Why China is advancing Hong Kong security law

Why China is advancing Hong Kong security law

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Beijing: China is taking matters into its own hands following the anti-government protests in Hong Kong last year that often land in tear gas-filled clashes.
In a surprise move, the central government announced last week that it would develop legislation to prevent segregation, secession, terrorism and foreign interference in Hong Kong. The National People’s Congress is expected to ratify the bill on Thursday and the law may be finalized in the summer of this year.
China’s decision raises questions about the future of the semi-autonomous region. Will China deploy its feared state security officials in the city? Does this signal the end of an erosion or “one country, two-system” framework that gives Hong Kong a higher level of local autonomy?
The devil is in the details. And they have not come out yet.
“We still have many important questions that have not been answered,” said Joseph Cheng, a political scientist and veteran of Hong Kong’s pro-democracy movement.
The resolution that Congress is ready to approve is actually a guideline for future steps. It serves as a standing committee of the legislature, a small institution with decision-making authority, to develop specific legislation in future meetings.
Two items are being given special attention in the seven-article draft. One is the possible deployment of state security. The second is bypassing the Hong Kong legislature by crafting and approving laws in Beijing.
Hong Kong government is required to enact National security law Under Article 23 of the Basic Law, its constitution, but has been unable or unwilling to do so due to opposition. In 2003, an attempt was abandoned due to heavy opposition.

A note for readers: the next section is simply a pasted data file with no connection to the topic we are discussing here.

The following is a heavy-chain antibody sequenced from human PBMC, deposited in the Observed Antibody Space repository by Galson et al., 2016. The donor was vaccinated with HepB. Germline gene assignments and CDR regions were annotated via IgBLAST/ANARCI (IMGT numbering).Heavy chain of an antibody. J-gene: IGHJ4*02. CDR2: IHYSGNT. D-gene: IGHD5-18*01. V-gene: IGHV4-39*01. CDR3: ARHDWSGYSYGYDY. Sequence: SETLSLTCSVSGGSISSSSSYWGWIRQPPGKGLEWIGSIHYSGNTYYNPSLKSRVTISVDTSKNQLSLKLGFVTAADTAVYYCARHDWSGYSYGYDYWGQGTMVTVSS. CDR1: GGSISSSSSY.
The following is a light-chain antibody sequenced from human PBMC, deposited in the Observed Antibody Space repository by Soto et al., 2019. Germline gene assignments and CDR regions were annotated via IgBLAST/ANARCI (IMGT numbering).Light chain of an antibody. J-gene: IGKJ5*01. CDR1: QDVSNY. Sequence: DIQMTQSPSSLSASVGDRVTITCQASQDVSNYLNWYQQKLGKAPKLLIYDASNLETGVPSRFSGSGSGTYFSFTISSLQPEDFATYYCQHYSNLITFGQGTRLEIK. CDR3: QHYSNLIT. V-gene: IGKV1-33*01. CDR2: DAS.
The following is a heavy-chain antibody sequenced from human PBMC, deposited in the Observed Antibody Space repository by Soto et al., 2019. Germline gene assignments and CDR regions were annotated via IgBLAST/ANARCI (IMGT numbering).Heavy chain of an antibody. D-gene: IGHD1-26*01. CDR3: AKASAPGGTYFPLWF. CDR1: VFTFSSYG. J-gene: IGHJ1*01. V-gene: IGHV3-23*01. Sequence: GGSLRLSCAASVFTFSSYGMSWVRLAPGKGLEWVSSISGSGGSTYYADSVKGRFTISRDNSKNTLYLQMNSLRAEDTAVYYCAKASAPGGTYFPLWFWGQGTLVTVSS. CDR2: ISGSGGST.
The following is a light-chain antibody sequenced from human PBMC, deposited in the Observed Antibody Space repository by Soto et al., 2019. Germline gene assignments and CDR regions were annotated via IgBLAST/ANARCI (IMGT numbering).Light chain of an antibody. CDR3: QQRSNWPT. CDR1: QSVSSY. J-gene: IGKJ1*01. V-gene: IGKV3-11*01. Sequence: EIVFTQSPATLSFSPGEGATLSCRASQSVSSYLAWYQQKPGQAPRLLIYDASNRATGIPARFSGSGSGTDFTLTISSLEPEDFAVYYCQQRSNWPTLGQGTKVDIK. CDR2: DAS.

China dropped its bomb the day before the inauguration Annual national peopleLast week’s congress. In the wake of last year’s protests, the most violent since the withdrawal of the former British colony by China in 1997, it was said to have been stepped into.
Technically, the central government can do this, but it does not look good. Article 18 of the Basic Law states that the Standing Committee of Congress may add laws on defense, foreign affairs and other matters outside Hong Kong’s autonomy. National security declines.
For Cheng and others in the pro-democracy camp, the move is the latest in a series of multiple steps, meaning “one country, the end of two systems.” But, he said, “We have to accept that it is legal.”
After the initial announcement, the biggest setback came in Article 4 of the proposal, which reads in part: “ When needed, to carry out relevant duties to secure the relevant national security organs of the Central People’s Government (Hong Kong). Agencies will be set up in National Security.”
Speculation intensified. Will Chinese police be able to arrest people in Hong Kong? Will the arrested protesters be questioned by both local and national police?
“This can be worrying. It depends on what powers these people hold,” said Albert Chen, a constitutional law scholar. Hong Kong University And a committee member who advises the Standing Committee of Congress on basic legislation.
“If these people have arresting powers, to search people’s homes or offices, I think it would be very difficult for people to accept that,” he said.
Details may emerge in upcoming committee meetings in late June and late August.
Divide dipens
Protests in Hong Kong and reaction in Beijing reflect a fundamental division that is once again bubbling to the surface.
Hong Kong residents have freedom of expression and other rights under the “ one country, two systems ” permission for government opposition and public criticism. This, at times, can be messy.
Rule of china Communist party Stability is important to maintain its hold over the country, including Hong Kong and nearby Macao.
“One country, two systems’ are not going to disappear. Hong Kong will continue to manage most of its local affairs, ranging from managing to common crime. But as Beijing moves towards disagreements and increasingly heavy-handedness in any possible case. Hong Kong Challenges to its ultimate control.


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